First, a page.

The Evolution of Japanese Trading Companies into Today's Multinational Corporations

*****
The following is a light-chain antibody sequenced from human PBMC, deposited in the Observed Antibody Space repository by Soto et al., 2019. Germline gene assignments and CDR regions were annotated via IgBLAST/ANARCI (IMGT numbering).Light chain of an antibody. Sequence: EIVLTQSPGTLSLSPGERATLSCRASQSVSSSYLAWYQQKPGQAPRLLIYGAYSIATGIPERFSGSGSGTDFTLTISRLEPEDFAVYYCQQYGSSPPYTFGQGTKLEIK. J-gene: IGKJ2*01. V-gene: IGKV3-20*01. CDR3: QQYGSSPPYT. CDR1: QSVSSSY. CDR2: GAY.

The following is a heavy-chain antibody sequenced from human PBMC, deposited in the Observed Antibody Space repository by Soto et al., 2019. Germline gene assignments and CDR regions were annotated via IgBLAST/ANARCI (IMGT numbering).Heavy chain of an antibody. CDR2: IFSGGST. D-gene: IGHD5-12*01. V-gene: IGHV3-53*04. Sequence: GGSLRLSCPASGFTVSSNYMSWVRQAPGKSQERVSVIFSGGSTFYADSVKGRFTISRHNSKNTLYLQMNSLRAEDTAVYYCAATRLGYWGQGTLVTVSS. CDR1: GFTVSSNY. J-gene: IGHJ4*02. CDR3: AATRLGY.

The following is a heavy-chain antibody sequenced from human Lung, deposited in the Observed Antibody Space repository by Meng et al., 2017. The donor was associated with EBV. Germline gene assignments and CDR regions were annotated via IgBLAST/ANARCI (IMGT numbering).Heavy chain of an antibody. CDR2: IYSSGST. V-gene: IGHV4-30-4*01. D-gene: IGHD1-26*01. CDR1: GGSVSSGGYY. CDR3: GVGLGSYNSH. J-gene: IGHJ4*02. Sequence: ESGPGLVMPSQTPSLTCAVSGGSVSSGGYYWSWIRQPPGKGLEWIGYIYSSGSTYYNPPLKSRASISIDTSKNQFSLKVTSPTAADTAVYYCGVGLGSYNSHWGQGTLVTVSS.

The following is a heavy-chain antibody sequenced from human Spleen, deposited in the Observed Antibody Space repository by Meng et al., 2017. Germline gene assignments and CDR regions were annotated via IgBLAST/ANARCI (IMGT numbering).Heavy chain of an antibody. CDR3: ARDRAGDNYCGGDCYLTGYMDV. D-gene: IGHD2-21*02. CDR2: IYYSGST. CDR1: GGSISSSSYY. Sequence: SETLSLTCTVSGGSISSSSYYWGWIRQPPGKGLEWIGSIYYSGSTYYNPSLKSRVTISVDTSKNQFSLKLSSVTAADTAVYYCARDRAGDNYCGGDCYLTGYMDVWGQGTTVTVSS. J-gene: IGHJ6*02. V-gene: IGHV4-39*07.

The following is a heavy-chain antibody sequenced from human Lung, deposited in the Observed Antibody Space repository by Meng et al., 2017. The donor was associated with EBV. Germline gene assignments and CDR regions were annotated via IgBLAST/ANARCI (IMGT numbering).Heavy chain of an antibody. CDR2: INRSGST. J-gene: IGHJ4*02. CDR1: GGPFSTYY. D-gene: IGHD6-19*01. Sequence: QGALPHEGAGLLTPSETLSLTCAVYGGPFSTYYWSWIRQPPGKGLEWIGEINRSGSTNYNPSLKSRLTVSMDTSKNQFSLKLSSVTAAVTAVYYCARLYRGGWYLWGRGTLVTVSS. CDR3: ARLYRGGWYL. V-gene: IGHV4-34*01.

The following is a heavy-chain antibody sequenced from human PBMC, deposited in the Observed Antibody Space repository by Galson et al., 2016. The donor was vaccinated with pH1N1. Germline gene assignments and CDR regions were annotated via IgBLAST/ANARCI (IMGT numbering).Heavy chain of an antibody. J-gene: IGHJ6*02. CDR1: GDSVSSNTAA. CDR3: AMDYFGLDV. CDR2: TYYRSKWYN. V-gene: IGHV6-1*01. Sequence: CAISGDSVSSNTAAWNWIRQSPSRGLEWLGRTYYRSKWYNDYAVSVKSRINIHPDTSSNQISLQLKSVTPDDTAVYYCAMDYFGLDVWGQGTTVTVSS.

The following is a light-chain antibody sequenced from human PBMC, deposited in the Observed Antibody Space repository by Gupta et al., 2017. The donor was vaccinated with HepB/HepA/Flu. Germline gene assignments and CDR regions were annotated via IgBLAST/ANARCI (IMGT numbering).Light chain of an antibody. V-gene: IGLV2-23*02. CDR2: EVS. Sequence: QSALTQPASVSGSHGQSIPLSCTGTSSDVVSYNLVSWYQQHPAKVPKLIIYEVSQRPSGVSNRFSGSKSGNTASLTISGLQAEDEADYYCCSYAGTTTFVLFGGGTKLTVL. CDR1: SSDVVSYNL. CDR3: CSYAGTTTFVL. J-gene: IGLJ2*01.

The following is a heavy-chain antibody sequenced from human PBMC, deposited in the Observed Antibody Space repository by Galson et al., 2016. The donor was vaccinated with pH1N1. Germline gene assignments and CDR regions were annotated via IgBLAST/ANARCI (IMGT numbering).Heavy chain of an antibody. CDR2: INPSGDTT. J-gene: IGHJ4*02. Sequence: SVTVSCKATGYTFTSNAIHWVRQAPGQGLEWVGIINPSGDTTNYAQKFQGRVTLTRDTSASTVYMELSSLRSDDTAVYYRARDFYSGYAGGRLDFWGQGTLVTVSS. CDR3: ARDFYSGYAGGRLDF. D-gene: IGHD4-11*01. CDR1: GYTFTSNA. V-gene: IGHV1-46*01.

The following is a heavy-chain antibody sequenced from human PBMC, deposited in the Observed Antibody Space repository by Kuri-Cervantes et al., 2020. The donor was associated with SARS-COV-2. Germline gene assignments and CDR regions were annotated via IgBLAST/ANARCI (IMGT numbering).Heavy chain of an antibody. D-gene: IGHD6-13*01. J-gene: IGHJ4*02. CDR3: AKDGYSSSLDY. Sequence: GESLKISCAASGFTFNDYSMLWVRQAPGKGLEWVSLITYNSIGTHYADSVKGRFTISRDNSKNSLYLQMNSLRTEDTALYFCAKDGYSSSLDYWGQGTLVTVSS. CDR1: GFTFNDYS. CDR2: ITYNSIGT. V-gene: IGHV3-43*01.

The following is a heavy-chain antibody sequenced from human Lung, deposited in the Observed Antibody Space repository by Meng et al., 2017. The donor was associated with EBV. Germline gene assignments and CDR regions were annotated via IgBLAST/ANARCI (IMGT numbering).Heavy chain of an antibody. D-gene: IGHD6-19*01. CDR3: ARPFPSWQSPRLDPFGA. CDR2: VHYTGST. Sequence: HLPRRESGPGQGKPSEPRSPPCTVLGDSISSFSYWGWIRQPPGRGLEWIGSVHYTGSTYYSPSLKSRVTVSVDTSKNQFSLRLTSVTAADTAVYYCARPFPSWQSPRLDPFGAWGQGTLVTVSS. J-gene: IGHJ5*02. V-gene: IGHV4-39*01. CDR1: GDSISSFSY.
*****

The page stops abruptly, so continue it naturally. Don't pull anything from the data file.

Multinational Corporation is not new. The United States and Great Britain have been manufacturing overseas long before the recent surge since 1980 of Japanese multinational corporations. Within the last decade Japan has become one of the major multinational nations. Japan has increased foreign direct investment each year since postwar period. Today Japan is the largest investor in the United States and one of the largest investor in developing countries. The process which Japan has undergone to achieve this leadership position in the world has not been easy. The damage caused by World War II was tremendous. Every industry in Japan was hurt, over 40o/o of the economy was destroyed. Japan surprised many people with the quickness of its recovery. Not only did Japan improve their postwar condition at a fast rate, they have also grown the fastest in their national income of any industrialized nation, except the United States. The Japanese have also led in certain areas such as having an "export-led" economy, which keeps Japan's current account surplus afloat. It was due to Japan's national strategy of being "export-led" economy that the Japanese were able to achieve their present status. Both the private and public sectors worked together for the well-being of Japan. In other words, the Japanese population was all working for the same company, "Japan Inc.". The post-war goal was to regain Japan's stability as soon as possible by close collaboration between the government and private enterprises. The government supported the private enterprise with subsidies, financing, preferential allocation of raw materials, and assistance with foreign government relations. Today's Japanese multinational corporations played an important role in the recovery of Japan. Historically, these multinationals were the results of industrial changes in Japan. Japan once dominated in supplying the world with cheap, low quality goods, but now they supply the world with high-technological goods. This transformation of industries was necessary in order for Japan to survive. Japan was not endowed with an abundance of natural resources. As a result, Japan had to use its resources efficiently. The change from light to heavy industries then to high-technological industry was a direct effect of poor resource availability. initially, Japanese trading companies or the general trading firms were the links between manufacturers and sources of raw materials. These trading companies were once family-owned companies called zaibatsu, which later evolved into large conglomerates called sogoshosha,and then into what is known today as Japanese multinational corporations. The number of Japanese multinational corporations have been increasing each year. The reasons for the massive increase within the last decade is the appreciation of the yen and circumvention of trade barriers. More and more firms are manufacturing abroad to avoid trade barriers and to tap into the available opportunities there. As more and more firms continue to diversify their product lines, more firms are willing to seek overseas base through acquisitions and mergers. This is the easiest way for a Japanese firm to tap into new opportunities. Acquisitions and mergers will continue to grow among the Japanese enterprises, especially in the United States.